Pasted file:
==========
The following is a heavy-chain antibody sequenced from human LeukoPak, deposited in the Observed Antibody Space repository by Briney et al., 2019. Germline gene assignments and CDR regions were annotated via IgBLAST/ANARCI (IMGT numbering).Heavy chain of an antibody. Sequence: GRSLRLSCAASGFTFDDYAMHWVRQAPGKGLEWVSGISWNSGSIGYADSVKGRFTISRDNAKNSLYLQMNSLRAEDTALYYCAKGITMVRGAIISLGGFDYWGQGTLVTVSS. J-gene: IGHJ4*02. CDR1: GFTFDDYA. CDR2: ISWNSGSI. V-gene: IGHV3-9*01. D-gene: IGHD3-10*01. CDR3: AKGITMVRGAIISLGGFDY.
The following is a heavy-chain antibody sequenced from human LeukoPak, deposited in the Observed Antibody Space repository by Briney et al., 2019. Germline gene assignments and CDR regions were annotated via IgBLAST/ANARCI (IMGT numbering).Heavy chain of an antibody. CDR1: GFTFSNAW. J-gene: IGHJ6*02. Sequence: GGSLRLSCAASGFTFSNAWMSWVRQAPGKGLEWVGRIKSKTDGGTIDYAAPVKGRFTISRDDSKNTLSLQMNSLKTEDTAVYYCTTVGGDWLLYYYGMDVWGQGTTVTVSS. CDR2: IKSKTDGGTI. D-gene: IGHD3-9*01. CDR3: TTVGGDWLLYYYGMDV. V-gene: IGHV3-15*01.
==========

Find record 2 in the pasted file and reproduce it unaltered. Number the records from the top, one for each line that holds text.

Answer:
The following is a heavy-chain antibody sequenced from human LeukoPak, deposited in the Observed Antibody Space repository by Briney et al., 2019. Germline gene assignments and CDR regions were annotated via IgBLAST/ANARCI (IMGT numbering).Heavy chain of an antibody. CDR1: GFTFSNAW. J-gene: IGHJ6*02. Sequence: GGSLRLSCAASGFTFSNAWMSWVRQAPGKGLEWVGRIKSKTDGGTIDYAAPVKGRFTISRDDSKNTLSLQMNSLKTEDTAVYYCTTVGGDWLLYYYGMDVWGQGTTVTVSS. CDR2: IKSKTDGGTI. D-gene: IGHD3-9*01. CDR3: TTVGGDWLLYYYGMDV. V-gene: IGHV3-15*01.